As a marketer, you probably spend much of your day thinking about segments of customers, but have you ever wondered which segment of marketers you fit into? According to Marketing Week’s groundbreaking research, marketers divide into eight different psychometric personas.
As part of our 40th anniversary celebrations this year, we commissioned researchers at CrowdCat to conduct a major three-part study of our audience, revealing the three key psychological dimensions that determine how marketers work and the content they consume, from which the personas were subsequently derived.
The first two phases of CrowdCat’s study – consisting of qualitative, contextual interviews with around 27 marketers, followed by a quantitative survey of 386 examining the themes marketers care about – discovered that marketers can be grouped into one of two categories on each of the three psychological dimensions. These represent two opposite ends of a spectrum, so an individual marketer could fall anywhere in between them, but they tend to cluster towards one polarity or the other.
Marketers are either:
- Industry professionals, who value respect of peers, industry expertise and metrics, or
- Communicators, for whom campaign performance and communicating ideas are important, but who think metrics are constraining.
- Empathisers, who value talent, relationships and creativity, or
- Analysers, who value data, leadership and administrative rigour.
- Creatives, who think creativity is a talent, that it isn’t just defined by the customer and that customer relationships are separate from their purchasing loyalty, or
- Drivers, who think everyone can be creative, that analytics and creativity should both relate to conversions, and that these are driven by customer relationships.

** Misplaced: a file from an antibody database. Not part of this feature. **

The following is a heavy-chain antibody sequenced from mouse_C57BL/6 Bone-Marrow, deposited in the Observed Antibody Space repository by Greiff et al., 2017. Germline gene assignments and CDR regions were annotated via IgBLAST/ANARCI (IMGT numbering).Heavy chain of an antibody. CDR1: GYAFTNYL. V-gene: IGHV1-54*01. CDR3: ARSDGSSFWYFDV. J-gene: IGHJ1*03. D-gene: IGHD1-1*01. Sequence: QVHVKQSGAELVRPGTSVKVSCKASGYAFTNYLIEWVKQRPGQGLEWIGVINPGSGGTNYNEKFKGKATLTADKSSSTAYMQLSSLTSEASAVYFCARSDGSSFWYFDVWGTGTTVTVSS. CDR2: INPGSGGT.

Using a second quantitative analysis of 3,650 respondents to assess where marketers are grouped within these three dimensions, CrowdCat identified the eight personas that describe the key types of marketing mind.
The eight personas
To bring the personas of marketers to life, CrowdCat named them after prominent business figures who share similar personality traits to the segments they represent, and whom marketers might recognise as aspirational figures. But even if you think you’re nothing like the individuals named, it’s the description of this persona that really matters.
The specific combination of personality dimensions is what sits behind marketers’ mindsets, with major implications for how they perform at work, what they value in their professional lives and how they define success. Below, CrowdCat chief scientist Richard Summers lays out the eight distinct marketing personas and the psychological implications.
Unlike many of their peer groups, these marketers think data and analysis are vital to their roles and therefore administrative tasks are valuable. In their view, organisational success is measured by marketing campaign performance and professional success is driven by confidence.
Like the Steve Jobs persona, these marketers see assertiveness as a necessity in leading their teams through crucial decisions, and believe common sense is integral to creating effective marketing and communications. They also think challenges and the resulting frustration are a part of creativity, having a positive impact on it.
Similarities to Melinda Gates lie in her efforts, under the auspices of the Bill & Melinda Gates Foundation, to analyse and understand how men’s and women’s stereotypical roles prevent many people from thriving personally and professionally.
Late Apple CEO Steve Jobs combined qualities so often seen as opposites, being both incredibly analytical and hugely creative. Thus, while this group thinks in a structured rather than imaginative way, they recognise that creativity is an inherent talent of specific people that make them highly valuable.
They relish challenges and even the frustration that comes with them, seeing them as an important and beneficial part of the creative process. Metrics, although useful, tend to constrain thinking inside the box.
This group believes leadership often requires assertiveness to achieve progress – a characteristic Jobs frequently demonstrated. Yet these marketers are also intuitively collaborative, compassionate and caring.
- Industry Professional